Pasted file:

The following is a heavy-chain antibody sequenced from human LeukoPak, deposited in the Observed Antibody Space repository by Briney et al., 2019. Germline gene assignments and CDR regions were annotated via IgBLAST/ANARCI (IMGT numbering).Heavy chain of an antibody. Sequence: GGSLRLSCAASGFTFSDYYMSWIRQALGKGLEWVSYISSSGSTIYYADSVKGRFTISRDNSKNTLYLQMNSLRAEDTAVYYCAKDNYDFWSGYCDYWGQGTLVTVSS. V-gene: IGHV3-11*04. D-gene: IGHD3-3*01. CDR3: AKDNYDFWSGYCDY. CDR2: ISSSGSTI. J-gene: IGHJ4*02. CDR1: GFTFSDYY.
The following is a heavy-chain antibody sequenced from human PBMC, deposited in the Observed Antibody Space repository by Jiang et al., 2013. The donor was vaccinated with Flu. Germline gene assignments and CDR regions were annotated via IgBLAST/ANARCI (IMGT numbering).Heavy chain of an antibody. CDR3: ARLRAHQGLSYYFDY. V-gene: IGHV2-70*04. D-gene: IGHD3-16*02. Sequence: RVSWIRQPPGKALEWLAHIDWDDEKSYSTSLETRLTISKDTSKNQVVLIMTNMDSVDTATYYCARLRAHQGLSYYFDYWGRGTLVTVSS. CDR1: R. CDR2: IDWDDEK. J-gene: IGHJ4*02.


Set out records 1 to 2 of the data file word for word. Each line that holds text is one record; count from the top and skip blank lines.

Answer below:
The following is a heavy-chain antibody sequenced from human LeukoPak, deposited in the Observed Antibody Space repository by Briney et al., 2019. Germline gene assignments and CDR regions were annotated via IgBLAST/ANARCI (IMGT numbering).Heavy chain of an antibody. Sequence: GGSLRLSCAASGFTFSDYYMSWIRQALGKGLEWVSYISSSGSTIYYADSVKGRFTISRDNSKNTLYLQMNSLRAEDTAVYYCAKDNYDFWSGYCDYWGQGTLVTVSS. V-gene: IGHV3-11*04. D-gene: IGHD3-3*01. CDR3: AKDNYDFWSGYCDY. CDR2: ISSSGSTI. J-gene: IGHJ4*02. CDR1: GFTFSDYY.
The following is a heavy-chain antibody sequenced from human PBMC, deposited in the Observed Antibody Space repository by Jiang et al., 2013. The donor was vaccinated with Flu. Germline gene assignments and CDR regions were annotated via IgBLAST/ANARCI (IMGT numbering).Heavy chain of an antibody. CDR3: ARLRAHQGLSYYFDY. V-gene: IGHV2-70*04. D-gene: IGHD3-16*02. Sequence: RVSWIRQPPGKALEWLAHIDWDDEKSYSTSLETRLTISKDTSKNQVVLIMTNMDSVDTATYYCARLRAHQGLSYYFDYWGRGTLVTVSS. CDR1: R. CDR2: IDWDDEK. J-gene: IGHJ4*02.